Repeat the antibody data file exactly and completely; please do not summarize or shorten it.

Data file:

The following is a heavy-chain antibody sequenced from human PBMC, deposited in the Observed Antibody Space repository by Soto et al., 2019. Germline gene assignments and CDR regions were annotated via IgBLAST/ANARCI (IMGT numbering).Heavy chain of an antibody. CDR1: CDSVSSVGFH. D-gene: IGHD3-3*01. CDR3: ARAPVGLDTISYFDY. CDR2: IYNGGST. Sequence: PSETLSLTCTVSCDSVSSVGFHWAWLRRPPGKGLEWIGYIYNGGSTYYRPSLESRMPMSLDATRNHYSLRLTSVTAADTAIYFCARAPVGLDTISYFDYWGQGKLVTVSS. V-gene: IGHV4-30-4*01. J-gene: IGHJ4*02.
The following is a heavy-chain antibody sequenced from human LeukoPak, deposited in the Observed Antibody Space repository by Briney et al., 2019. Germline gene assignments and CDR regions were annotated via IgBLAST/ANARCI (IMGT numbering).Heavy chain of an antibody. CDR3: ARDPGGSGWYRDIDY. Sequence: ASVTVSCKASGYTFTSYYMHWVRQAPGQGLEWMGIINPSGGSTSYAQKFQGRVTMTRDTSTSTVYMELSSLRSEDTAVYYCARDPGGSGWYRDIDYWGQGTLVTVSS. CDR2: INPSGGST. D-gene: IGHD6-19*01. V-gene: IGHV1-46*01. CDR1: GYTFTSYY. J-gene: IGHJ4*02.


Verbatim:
The following is a heavy-chain antibody sequenced from human PBMC, deposited in the Observed Antibody Space repository by Soto et al., 2019. Germline gene assignments and CDR regions were annotated via IgBLAST/ANARCI (IMGT numbering).Heavy chain of an antibody. CDR1: CDSVSSVGFH. D-gene: IGHD3-3*01. CDR3: ARAPVGLDTISYFDY. CDR2: IYNGGST. Sequence: PSETLSLTCTVSCDSVSSVGFHWAWLRRPPGKGLEWIGYIYNGGSTYYRPSLESRMPMSLDATRNHYSLRLTSVTAADTAIYFCARAPVGLDTISYFDYWGQGKLVTVSS. V-gene: IGHV4-30-4*01. J-gene: IGHJ4*02.
The following is a heavy-chain antibody sequenced from human LeukoPak, deposited in the Observed Antibody Space repository by Briney et al., 2019. Germline gene assignments and CDR regions were annotated via IgBLAST/ANARCI (IMGT numbering).Heavy chain of an antibody. CDR3: ARDPGGSGWYRDIDY. Sequence: ASVTVSCKASGYTFTSYYMHWVRQAPGQGLEWMGIINPSGGSTSYAQKFQGRVTMTRDTSTSTVYMELSSLRSEDTAVYYCARDPGGSGWYRDIDYWGQGTLVTVSS. CDR2: INPSGGST. D-gene: IGHD6-19*01. V-gene: IGHV1-46*01. CDR1: GYTFTSYY. J-gene: IGHJ4*02.